How Do Muslim Americans Use Popular Culture?

EAST LANSING, Mich. — Facing “Islamophobia” and widespread hostility, Muslim Americans have adopted cultural techniques to make their voices heard, according to Michigan State University faculty who will use a grant to conduct a yearlong study of Islam-inflected culture.

MSU’s Muslim Studies Program and Asian Studies Center were recently awarded $100,000 from the Social Science Research Council for “Migrations of Islam.”

Salah Hassan, associate professor of English and a core faculty member for the Muslim Studies Program. Image credit: Michigan State University

The study will draw together experts, community members and producers of Muslim culture – from music to visual art to fashion – to explore how Muslim Americans use popular culture to engage society and promote public discourse, especially in the aftermath of Sept. 11.

“Through popular culture forms, Muslim Americans confront and transcend barriers that historically have denied their civil rights within the U.S.,” said Salah Hassan, core faculty member of MSU’s Muslim Studies Program, who’s coordinating the project.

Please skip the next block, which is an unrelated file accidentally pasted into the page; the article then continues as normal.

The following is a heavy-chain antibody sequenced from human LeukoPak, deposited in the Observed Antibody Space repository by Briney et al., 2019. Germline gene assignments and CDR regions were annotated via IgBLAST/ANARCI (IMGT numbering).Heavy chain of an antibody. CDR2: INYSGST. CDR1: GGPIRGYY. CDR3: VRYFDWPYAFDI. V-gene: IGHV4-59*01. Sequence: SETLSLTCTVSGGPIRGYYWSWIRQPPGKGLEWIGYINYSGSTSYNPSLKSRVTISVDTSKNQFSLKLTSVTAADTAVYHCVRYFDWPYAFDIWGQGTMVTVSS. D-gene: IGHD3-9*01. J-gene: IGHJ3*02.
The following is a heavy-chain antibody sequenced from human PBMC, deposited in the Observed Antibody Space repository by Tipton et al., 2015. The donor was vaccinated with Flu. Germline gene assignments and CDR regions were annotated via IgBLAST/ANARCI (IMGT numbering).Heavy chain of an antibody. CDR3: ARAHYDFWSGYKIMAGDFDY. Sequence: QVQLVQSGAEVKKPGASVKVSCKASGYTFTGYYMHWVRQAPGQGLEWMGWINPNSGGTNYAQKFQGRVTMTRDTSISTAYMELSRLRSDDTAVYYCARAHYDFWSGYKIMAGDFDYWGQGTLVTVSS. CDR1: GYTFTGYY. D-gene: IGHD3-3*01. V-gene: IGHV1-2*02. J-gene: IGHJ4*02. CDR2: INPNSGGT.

Muslim Americans’ contributions to U.S. popular culture are critical to the debate on the role of Islam in the United States, Hassan said. Artists use culture to define their identity as Muslim Americans as they struggle to define what it means to be Muslim and what it means to be American.

A series of performances, artist presentations and lectures will run through December, starting with performances of “Hijabi Monologues” at MSU and Grand Valley State University. In November, MSU, GVSU and the University of Michigan-Dearborn will host a screening of “The Taqwacores,” a film about a Muslim punk rock scene, followed by a lecture by the director. Also in November, a Muslim traveling concert tour will come to GVSU and (scene) Metrospace, an art and performance space in East Lansing.

And in the spring, “Migrations of Islam” will host a conference. All events are free and open to the public.

Hassan said materials generated by “Migrations of Islam” – videos, interviews, blogs and photos – will be housed on a new virtual resource called “Muslim Subjects,” which builds on the success of Islam, Muslims and Journalism Education. Muslim Studies faculty created IMAJE in 2009 to educate mass media on the reporting of Muslims and Islam.

Faculty members also are producing a feature-length documentary that will include footage of performances and interviews with participants and the public.

“The performances, forums, the website and the documentary will serve the double purpose of challenging the misrepresentation of Muslims as antithetical to American culture and also producing a platform for conversation about Muslim American self-expression,” Hassan said.

*Source: Michigan State University

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